WASHINGTON—Some election forecasters continue to peg the Pennsylvania Senate contest as a “toss-up,” while others have shifted it over to the “leans Republican” column.
Either way, conservationists intent on advancing climate and energy legislation in a reshaped Congress next year covet the seat Republican-cum-Democrat Sen. Arlen Specter will be vacating after five terms, so they are making their voices heard.
Both the Sierra Club and the League of Conservation Voters have endorsed the Democratic contender Rep. Joe Sestak, who is in his second term representing the Philadelphia area’s 7th District. The three star admiral and Navy veteran knocked an on-the-ropes, party-switching Specter off his longtime perch in the May 18 primary.
But polls show Sestak is looking vulnerable against his Republican opponent as the Keystone State inches toward Nov. 2 election.
Both President Obama and Vice President Joe Biden are scheduled to raise campaign dollars for Sestak in separate appearances within the next few weeks, according to CNN.
Recently, the League of Conservation voters made Sestak’s Republican opponent Pat Toomey, who challenged Specter six years ago, the target of an online campaign that includes a video and advertising. The advocacy group also added Toomey to its infamous trademark “Dirty Dozen” list for 2010. Tony Massaro, the league’s senior vice president for political affairs spelled out exactly why:
“Be it as a member of Congress or president of the Club for Growth, Pat Toomey has made clear that he walks in lockstep with Big Oil and other corporate polluters while opposing new energy policies that would set America on the path to a clean energy future. From drilling for oil in the Great Lakes to opposing legislation that creates clean energy jobs, his extreme views on energy policy put him far outside the mainstream and easily earn him a spot on the Dirty Dozen.”
Toomey’s press secretary didn’t respond to a SolveClimate News request for a comment about the listing.
The energy section of the candidate’s Web site is quite spare. In two short paragraphs Toomey notes that politicians “lack the desire and the political will to institute a forward-thinking energy policy that will lower the costs and make America energy independent.”
He also explains that while in the House, where he represented the 15th District in the Allentown region north of Philadelphia for three terms after first being elected in 1998, he voted to allow drilling in “a small part of the Arctic National Wildlife Refuge in Alaska.”
The section also features a link to a Nov. 6, 2009 opinion piece in the Pittsburgh Post-Gazette where Toomey blasts Sestak for voting in favor of the American Clean Energy and Security Act. He criticizes a cap and trade system for carbon as a massive job killer for the fourth-largest coal producing state.
Toomey then calls for “commonsense policies that protect our environment” and lists renewable energy, conservation, natural gas, nuclear energy and cleaner coal technology as pieces of the solution.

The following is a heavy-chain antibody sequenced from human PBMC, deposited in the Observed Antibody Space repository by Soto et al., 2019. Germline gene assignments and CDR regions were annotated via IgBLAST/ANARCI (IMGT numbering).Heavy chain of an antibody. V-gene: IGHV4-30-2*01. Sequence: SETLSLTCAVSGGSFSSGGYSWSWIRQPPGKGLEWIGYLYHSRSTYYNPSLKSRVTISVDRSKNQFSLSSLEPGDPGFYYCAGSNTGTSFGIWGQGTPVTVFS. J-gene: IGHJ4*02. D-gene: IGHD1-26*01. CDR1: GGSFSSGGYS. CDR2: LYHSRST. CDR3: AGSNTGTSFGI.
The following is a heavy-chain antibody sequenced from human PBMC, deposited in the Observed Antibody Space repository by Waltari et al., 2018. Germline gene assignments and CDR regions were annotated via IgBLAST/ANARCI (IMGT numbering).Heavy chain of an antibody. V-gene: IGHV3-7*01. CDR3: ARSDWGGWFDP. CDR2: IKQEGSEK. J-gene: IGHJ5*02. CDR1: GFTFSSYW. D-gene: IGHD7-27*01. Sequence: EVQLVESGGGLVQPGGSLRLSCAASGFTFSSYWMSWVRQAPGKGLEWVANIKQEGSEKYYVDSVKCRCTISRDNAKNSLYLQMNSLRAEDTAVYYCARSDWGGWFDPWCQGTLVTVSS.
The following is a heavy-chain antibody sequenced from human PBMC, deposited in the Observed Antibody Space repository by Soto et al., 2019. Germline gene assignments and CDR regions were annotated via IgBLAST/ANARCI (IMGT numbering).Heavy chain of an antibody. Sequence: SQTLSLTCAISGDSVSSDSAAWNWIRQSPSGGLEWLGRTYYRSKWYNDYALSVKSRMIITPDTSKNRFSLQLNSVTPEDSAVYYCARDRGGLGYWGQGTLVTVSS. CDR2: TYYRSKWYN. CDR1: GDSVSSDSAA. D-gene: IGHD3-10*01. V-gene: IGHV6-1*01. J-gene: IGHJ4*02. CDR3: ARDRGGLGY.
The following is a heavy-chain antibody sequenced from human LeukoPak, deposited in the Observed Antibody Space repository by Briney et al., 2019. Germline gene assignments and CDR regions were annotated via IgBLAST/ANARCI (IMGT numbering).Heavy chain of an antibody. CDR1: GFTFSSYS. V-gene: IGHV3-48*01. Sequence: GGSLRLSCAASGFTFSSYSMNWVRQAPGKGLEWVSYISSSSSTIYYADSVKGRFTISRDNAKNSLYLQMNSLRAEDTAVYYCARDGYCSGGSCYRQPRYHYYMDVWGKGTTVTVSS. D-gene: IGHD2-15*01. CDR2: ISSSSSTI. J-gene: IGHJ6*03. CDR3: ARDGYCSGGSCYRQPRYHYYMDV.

Sestak Not Backpedaling
Sestak has not backpedaled on his support for the cap and trade bill cosponsored by fellow Democrats Reps. Ed Markey of Massachusetts and Henry Waxman of California. His campaign Web site delves into a long list of environmental issues and details about Sestak’s legislative wish list.
“We need to put aside political ideology and find practical solutions to reduce energy costs and spur investment in clean energy,” Sestak said in a news release, adding that he supports a renewable electricity standard of 25 percent. “This will create green jobs and reduce our dangerous dependence on foreign oil.”
Through Sept. 9, prognosticators at nonpartisan forecasting organizations such as The Washington Post and the Cook Political Report categorize the Pennsylvania race as a toss-up. Larry J. Sabato, director of the University of Virginia Center for Politics lists the race as leaning Republican on his Crystal Ball Web site. “The Crystal Ball’s predictions are clinical,” Sabato explains. “We are fond of people in both parties. We cheer for no one.”
In mid-August, another independent prognosticator, Rasmussen Reports, shifted the race from “toss-up” to “leans Republican.” The group’s latest telephone survey of likely voters released Aug. 31 shows Toomey continuing to hold a modest six-point lead over Sestak. Toomey had 45 percent support to Sestak’s 39 percent.
Earlier this month, Toomey led Sestak by nine points, 46 percent to 37 percent, according to Rasmussen numbers. Toomey’s support has ranged between 42 percent and 47 percent in surveys dating back to February. Aside from a brief surge following his primary victory, Sestak’s numbers have rung in between 36 percent and 40 percent.
The League of Conservation Voters criticizes Toomey for receiving more than $294,000 from energy interests—including $123,800 from the oil and gas industry—during his political career. As well, the group has hammered on him for voting against repealing subsidies to Big Oil and against energy efficiency and fuel efficiency standards.
Scores each of the candidates earned from the League of Conservation Voters for their environmental voting records are like night and day. Toomey’s lifetime score is 11 percent, while Sestak’s lifetime score is 96 percent.
“From his long career as a military leader,” said Gene Karpinski, president of the conservation organization, “(Sestak) knows that the policies needed to make America more energy independent and improve our national security are the same policies that will put Pennsylvanians back to work in a new clean energy economy.”